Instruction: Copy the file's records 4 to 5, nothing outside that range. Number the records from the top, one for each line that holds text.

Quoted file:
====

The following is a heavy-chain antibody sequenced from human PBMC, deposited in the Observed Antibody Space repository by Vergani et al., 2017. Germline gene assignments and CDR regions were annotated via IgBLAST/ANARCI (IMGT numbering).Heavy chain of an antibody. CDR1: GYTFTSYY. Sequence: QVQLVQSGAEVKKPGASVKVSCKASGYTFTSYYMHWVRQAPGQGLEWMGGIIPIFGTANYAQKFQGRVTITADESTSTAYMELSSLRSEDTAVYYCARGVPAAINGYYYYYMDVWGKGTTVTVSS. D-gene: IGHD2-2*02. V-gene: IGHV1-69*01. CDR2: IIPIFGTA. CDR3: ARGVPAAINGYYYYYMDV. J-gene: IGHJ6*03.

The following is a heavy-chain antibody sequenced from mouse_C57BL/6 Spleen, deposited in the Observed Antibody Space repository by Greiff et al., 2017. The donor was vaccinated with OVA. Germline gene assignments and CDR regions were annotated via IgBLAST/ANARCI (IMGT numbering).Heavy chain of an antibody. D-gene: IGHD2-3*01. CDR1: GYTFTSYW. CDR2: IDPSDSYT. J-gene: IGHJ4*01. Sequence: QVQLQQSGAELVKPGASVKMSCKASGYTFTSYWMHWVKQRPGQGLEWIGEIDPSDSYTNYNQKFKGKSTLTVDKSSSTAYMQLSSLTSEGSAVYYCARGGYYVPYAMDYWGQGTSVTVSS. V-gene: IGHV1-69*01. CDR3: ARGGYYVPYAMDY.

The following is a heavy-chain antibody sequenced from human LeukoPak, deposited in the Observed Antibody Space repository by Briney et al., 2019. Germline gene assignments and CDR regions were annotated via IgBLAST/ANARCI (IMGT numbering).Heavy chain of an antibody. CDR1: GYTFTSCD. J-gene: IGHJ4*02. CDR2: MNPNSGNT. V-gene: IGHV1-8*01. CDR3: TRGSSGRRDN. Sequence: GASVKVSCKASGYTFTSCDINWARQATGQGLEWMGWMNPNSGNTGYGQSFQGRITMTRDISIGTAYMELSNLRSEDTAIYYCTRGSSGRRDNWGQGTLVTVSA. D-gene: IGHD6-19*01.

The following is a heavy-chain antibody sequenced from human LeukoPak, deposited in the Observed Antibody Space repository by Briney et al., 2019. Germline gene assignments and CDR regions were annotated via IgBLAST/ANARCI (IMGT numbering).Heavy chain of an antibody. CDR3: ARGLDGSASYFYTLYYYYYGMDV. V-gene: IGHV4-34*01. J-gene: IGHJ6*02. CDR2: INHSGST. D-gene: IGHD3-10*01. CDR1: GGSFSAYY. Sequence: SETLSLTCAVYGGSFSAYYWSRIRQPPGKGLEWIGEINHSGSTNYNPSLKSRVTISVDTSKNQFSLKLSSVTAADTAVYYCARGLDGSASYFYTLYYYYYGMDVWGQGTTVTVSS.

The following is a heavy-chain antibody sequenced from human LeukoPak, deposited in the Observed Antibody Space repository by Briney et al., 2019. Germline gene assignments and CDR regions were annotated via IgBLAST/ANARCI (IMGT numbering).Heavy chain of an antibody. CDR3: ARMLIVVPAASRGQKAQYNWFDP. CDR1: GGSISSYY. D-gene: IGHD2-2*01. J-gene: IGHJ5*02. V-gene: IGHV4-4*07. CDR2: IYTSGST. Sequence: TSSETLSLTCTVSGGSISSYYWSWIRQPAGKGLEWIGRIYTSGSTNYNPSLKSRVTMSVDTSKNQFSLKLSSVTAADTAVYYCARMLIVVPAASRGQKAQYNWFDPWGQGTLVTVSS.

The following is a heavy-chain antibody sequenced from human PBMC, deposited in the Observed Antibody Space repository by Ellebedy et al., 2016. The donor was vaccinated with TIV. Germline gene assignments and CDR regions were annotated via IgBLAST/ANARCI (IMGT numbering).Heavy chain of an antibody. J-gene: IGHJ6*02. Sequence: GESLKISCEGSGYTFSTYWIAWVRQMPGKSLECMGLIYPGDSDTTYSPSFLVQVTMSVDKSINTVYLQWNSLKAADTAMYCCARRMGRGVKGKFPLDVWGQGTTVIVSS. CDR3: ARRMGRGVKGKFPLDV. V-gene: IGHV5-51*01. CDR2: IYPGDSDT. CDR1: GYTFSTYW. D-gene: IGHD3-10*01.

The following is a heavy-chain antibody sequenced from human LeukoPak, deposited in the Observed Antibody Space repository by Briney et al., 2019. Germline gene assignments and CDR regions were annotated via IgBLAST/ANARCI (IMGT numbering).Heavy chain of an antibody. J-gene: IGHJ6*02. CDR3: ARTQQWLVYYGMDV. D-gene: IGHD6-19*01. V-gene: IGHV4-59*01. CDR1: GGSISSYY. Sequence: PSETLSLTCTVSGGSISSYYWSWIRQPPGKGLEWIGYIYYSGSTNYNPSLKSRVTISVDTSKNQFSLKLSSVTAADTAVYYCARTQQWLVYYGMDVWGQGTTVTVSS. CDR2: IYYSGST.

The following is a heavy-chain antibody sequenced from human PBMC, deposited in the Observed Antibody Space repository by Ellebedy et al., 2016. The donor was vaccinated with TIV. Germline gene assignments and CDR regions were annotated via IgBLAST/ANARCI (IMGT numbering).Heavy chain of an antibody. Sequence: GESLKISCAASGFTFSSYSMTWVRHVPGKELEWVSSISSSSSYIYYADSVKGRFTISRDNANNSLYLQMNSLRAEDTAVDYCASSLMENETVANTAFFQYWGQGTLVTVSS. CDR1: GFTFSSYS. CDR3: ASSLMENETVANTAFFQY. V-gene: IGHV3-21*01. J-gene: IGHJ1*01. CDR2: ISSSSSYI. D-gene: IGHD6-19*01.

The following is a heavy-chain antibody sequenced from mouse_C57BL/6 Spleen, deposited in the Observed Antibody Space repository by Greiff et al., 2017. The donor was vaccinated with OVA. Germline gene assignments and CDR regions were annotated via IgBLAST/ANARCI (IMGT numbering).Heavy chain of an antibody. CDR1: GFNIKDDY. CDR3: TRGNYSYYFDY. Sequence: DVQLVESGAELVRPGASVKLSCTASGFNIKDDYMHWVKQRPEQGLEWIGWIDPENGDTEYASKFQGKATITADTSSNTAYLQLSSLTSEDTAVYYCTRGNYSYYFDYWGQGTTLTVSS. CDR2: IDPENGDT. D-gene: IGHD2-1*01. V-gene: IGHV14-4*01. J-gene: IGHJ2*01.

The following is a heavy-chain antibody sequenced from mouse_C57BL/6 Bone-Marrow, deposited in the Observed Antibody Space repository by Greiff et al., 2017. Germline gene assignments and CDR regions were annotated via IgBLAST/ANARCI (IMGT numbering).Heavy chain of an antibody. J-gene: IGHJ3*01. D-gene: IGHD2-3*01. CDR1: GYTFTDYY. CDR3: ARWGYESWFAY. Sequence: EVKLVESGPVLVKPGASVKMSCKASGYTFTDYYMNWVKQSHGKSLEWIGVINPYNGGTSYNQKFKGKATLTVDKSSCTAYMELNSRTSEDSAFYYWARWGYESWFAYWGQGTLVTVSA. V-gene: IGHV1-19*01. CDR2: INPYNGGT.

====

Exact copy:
The following is a heavy-chain antibody sequenced from human LeukoPak, deposited in the Observed Antibody Space repository by Briney et al., 2019. Germline gene assignments and CDR regions were annotated via IgBLAST/ANARCI (IMGT numbering).Heavy chain of an antibody. CDR3: ARGLDGSASYFYTLYYYYYGMDV. V-gene: IGHV4-34*01. J-gene: IGHJ6*02. CDR2: INHSGST. D-gene: IGHD3-10*01. CDR1: GGSFSAYY. Sequence: SETLSLTCAVYGGSFSAYYWSRIRQPPGKGLEWIGEINHSGSTNYNPSLKSRVTISVDTSKNQFSLKLSSVTAADTAVYYCARGLDGSASYFYTLYYYYYGMDVWGQGTTVTVSS.

The following is a heavy-chain antibody sequenced from human LeukoPak, deposited in the Observed Antibody Space repository by Briney et al., 2019. Germline gene assignments and CDR regions were annotated via IgBLAST/ANARCI (IMGT numbering).Heavy chain of an antibody. CDR3: ARMLIVVPAASRGQKAQYNWFDP. CDR1: GGSISSYY. D-gene: IGHD2-2*01. J-gene: IGHJ5*02. V-gene: IGHV4-4*07. CDR2: IYTSGST. Sequence: TSSETLSLTCTVSGGSISSYYWSWIRQPAGKGLEWIGRIYTSGSTNYNPSLKSRVTMSVDTSKNQFSLKLSSVTAADTAVYYCARMLIVVPAASRGQKAQYNWFDPWGQGTLVTVSS.